That being said, 1000 Checkmate Combinations is an excellent book containing a wealth of tactical examples, including 456 (!) exercises. The solutions could perhaps have been more fulsome and detailed, since usually only the main line of a combination is given.
This is an excellent collection of beautiful, instructive and interesting games and Neil McDonald does a sterling job of elucidating and explaining their finer points.
We are given a good number of mainly modern games and positions, rather than the usual tired examples (or classics as they are sometimes called), with a fair number of them Daniel’s own. As you might imagine, Naroditsky’s annotations are especially candid and lucid when he comes to commentate on his own games.
Igor Khmelnitsky’s Chess Exam and Training Guide: Tactics is a brilliant diagnostic tool. If you love tactics and combinations, you will love the book. And as you work through the test positions, you will assess your tactical skill, learn a lot and be royally entertained.
For anyone thinking of starting a chess-related business, there is much of substance here; moreover, often a page will have side-notes or glosses on the main text. Digressions (a good thing, in my view: Laurence Sterne built his reputation, or at any rate his masterpiece, on them) are plentiful and rarely fail to amuse or instruct.
Overall, this is an excellent tournament book that I will continue to revisit and refer to in the future for two reasons. First, because it is a great source of opening information and ideas. Second, because the eventful games and insightful notes and analysis provide excellent material for analytical work.
Finally, the design of the book is attractive to the eye: the mix of black and blue type; the layout of the diagrams: four per page, with solutions on the page facing; the use of text boxes for pull quotes and take-home messages. Altogether, this creates a good impression, as does the book’s compactness.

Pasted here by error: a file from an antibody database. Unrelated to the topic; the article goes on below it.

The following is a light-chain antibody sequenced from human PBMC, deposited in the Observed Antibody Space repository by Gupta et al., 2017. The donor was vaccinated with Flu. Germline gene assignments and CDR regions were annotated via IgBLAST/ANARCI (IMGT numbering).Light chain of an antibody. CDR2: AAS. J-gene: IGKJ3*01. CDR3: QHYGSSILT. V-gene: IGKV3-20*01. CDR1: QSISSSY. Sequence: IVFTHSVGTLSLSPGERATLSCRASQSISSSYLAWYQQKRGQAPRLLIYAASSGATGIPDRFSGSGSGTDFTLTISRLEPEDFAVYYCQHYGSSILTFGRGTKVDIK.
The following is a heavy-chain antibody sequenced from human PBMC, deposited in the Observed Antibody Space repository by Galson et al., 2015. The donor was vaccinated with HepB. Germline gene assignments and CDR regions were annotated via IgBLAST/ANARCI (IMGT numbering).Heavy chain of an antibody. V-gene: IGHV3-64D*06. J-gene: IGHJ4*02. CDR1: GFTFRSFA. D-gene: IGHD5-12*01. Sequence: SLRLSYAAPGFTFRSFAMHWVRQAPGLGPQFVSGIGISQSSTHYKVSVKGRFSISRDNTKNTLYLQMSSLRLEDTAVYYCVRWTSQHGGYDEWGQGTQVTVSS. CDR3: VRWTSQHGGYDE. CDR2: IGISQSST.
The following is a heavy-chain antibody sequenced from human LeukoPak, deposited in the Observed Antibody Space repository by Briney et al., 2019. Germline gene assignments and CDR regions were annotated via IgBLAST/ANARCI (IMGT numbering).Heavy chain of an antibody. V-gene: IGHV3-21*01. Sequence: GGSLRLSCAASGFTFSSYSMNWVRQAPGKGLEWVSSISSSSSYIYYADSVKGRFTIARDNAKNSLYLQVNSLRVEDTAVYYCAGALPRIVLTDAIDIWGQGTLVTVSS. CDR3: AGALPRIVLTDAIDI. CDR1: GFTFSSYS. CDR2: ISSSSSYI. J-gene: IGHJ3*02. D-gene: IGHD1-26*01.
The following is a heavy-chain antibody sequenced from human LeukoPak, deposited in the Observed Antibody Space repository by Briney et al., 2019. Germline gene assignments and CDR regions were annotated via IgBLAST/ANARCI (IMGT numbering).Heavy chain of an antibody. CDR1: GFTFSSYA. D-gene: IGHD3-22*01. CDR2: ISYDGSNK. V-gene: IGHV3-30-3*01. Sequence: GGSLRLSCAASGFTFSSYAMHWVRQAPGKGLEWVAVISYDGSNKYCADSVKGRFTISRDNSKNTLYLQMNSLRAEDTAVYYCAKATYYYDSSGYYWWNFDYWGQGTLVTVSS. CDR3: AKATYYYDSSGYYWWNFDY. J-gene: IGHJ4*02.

There is an occasional dry wit, too, which is no bad thing (e.g. after a cool positional display by Adams, he remarks that ‘the Hedgehog wasn’t so much squashed as slowly marinated’). There are a plentiful number of diagrams and the text is clear and well-spaced, however, one would have liked to have seen an index of players or complete games. Other than that, The Sicilian Bb5 Revealed is a model of its kind.
The meat of the book is contained in chapter four, where Grivainis gives twenty six of his best games, arranged by theme (e.g. “Positional Wins”, “Defending Attacks Against the King”, “Middlegame Struggles”). In the main, Grivainis appears to be a solid positional player, but with a drop of poison. Like Lasker, he seems adept at tailoring his play to combat his opponent’s style. And he has a penchant for the Trompowski Attack.
Marat Makarov’s The Endgame is a treasure trove of instruction and ‘need to know’ information. Undoubtedly, a careful study of the many splendid positions in it will be sure to reap rewards in your own play.